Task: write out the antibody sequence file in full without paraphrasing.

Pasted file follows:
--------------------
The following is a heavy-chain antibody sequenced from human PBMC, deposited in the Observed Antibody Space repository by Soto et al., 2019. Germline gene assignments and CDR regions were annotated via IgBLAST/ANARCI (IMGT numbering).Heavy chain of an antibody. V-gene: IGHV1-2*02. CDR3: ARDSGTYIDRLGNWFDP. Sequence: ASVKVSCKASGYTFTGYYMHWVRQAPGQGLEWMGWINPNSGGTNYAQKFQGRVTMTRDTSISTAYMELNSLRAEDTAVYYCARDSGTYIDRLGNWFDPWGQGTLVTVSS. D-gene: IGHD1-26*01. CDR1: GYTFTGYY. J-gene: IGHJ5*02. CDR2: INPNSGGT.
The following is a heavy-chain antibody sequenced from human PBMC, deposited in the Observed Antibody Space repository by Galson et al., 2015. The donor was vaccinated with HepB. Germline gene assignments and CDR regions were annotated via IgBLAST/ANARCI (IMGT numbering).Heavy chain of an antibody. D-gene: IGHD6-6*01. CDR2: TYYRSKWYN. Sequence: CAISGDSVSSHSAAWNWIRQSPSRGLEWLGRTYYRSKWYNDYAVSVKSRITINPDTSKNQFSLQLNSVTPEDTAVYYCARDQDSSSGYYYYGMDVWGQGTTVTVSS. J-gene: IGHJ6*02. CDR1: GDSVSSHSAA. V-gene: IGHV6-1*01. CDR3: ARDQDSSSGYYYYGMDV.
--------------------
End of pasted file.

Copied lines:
The following is a heavy-chain antibody sequenced from human PBMC, deposited in the Observed Antibody Space repository by Soto et al., 2019. Germline gene assignments and CDR regions were annotated via IgBLAST/ANARCI (IMGT numbering).Heavy chain of an antibody. V-gene: IGHV1-2*02. CDR3: ARDSGTYIDRLGNWFDP. Sequence: ASVKVSCKASGYTFTGYYMHWVRQAPGQGLEWMGWINPNSGGTNYAQKFQGRVTMTRDTSISTAYMELNSLRAEDTAVYYCARDSGTYIDRLGNWFDPWGQGTLVTVSS. D-gene: IGHD1-26*01. CDR1: GYTFTGYY. J-gene: IGHJ5*02. CDR2: INPNSGGT.
The following is a heavy-chain antibody sequenced from human PBMC, deposited in the Observed Antibody Space repository by Galson et al., 2015. The donor was vaccinated with HepB. Germline gene assignments and CDR regions were annotated via IgBLAST/ANARCI (IMGT numbering).Heavy chain of an antibody. D-gene: IGHD6-6*01. CDR2: TYYRSKWYN. Sequence: CAISGDSVSSHSAAWNWIRQSPSRGLEWLGRTYYRSKWYNDYAVSVKSRITINPDTSKNQFSLQLNSVTPEDTAVYYCARDQDSSSGYYYYGMDVWGQGTTVTVSS. J-gene: IGHJ6*02. CDR1: GDSVSSHSAA. V-gene: IGHV6-1*01. CDR3: ARDQDSSSGYYYYGMDV.